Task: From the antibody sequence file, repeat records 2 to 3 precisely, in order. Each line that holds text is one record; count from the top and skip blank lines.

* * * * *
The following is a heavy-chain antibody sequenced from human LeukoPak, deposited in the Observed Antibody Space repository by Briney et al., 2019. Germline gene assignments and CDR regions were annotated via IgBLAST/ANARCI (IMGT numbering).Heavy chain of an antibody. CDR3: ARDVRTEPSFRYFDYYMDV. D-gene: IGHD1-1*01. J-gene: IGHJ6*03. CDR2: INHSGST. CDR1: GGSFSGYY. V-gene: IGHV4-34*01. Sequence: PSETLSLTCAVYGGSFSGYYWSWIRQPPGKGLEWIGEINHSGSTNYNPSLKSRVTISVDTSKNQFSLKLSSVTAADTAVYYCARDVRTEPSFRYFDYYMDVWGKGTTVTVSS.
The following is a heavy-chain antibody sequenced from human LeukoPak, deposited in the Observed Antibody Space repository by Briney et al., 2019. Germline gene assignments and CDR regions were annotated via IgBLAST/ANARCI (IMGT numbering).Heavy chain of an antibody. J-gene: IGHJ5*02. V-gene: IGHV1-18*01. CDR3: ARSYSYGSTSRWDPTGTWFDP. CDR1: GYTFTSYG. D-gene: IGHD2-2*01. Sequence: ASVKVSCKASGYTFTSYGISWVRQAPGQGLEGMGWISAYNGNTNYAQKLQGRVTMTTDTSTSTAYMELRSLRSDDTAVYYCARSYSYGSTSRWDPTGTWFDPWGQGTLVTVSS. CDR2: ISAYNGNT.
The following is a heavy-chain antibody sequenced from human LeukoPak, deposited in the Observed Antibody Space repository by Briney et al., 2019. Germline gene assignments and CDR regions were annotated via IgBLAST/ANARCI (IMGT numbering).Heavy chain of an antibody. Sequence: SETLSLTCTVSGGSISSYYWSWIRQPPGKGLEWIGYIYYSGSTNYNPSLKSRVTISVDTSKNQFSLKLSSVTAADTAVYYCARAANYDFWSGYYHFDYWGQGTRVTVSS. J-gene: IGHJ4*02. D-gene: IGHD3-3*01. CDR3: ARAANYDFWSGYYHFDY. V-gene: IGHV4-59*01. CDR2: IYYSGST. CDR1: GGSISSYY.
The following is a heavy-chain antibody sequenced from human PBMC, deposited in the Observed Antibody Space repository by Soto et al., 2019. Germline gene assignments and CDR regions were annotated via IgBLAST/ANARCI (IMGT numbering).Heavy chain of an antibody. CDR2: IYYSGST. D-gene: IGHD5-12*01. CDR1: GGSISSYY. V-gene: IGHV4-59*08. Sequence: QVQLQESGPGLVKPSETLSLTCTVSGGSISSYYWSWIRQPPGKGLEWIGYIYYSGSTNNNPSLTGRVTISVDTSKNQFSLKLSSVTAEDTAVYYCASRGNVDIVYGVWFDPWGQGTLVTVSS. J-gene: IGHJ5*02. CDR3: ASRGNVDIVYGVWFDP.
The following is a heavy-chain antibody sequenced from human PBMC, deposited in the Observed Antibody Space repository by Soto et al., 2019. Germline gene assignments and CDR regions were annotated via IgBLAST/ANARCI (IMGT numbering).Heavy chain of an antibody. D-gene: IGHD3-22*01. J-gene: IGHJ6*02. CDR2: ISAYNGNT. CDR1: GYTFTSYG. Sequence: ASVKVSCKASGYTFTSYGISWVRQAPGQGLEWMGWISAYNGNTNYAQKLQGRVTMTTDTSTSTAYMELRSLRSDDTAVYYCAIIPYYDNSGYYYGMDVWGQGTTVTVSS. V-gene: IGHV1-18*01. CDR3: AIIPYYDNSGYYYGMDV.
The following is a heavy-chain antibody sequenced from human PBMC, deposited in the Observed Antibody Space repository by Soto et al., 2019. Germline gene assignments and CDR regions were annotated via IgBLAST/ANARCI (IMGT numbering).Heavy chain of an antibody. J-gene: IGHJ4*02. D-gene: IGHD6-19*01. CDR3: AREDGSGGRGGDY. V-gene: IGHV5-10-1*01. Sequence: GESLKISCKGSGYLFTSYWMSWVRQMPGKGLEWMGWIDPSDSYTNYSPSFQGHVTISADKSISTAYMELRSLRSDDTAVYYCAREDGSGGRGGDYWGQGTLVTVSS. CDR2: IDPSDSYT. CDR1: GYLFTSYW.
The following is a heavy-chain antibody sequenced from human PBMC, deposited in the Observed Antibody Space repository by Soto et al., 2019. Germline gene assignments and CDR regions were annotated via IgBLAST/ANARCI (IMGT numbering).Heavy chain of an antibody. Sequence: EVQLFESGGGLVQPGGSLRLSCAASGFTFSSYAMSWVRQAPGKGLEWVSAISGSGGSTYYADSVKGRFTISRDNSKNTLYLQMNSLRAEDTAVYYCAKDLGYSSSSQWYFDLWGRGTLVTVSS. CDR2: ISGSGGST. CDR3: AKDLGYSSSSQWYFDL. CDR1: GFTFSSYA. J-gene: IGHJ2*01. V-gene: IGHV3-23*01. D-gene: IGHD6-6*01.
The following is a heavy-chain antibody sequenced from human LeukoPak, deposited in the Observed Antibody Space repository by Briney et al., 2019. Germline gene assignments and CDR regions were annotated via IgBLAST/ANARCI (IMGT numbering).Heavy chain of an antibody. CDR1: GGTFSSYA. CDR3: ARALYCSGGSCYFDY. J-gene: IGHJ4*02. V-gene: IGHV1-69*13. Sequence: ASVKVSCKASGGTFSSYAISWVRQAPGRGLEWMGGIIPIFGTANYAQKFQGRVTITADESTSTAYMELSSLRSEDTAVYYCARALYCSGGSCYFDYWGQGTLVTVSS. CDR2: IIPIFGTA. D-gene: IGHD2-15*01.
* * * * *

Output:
The following is a heavy-chain antibody sequenced from human LeukoPak, deposited in the Observed Antibody Space repository by Briney et al., 2019. Germline gene assignments and CDR regions were annotated via IgBLAST/ANARCI (IMGT numbering).Heavy chain of an antibody. J-gene: IGHJ5*02. V-gene: IGHV1-18*01. CDR3: ARSYSYGSTSRWDPTGTWFDP. CDR1: GYTFTSYG. D-gene: IGHD2-2*01. Sequence: ASVKVSCKASGYTFTSYGISWVRQAPGQGLEGMGWISAYNGNTNYAQKLQGRVTMTTDTSTSTAYMELRSLRSDDTAVYYCARSYSYGSTSRWDPTGTWFDPWGQGTLVTVSS. CDR2: ISAYNGNT.
The following is a heavy-chain antibody sequenced from human LeukoPak, deposited in the Observed Antibody Space repository by Briney et al., 2019. Germline gene assignments and CDR regions were annotated via IgBLAST/ANARCI (IMGT numbering).Heavy chain of an antibody. Sequence: SETLSLTCTVSGGSISSYYWSWIRQPPGKGLEWIGYIYYSGSTNYNPSLKSRVTISVDTSKNQFSLKLSSVTAADTAVYYCARAANYDFWSGYYHFDYWGQGTRVTVSS. J-gene: IGHJ4*02. D-gene: IGHD3-3*01. CDR3: ARAANYDFWSGYYHFDY. V-gene: IGHV4-59*01. CDR2: IYYSGST. CDR1: GGSISSYY.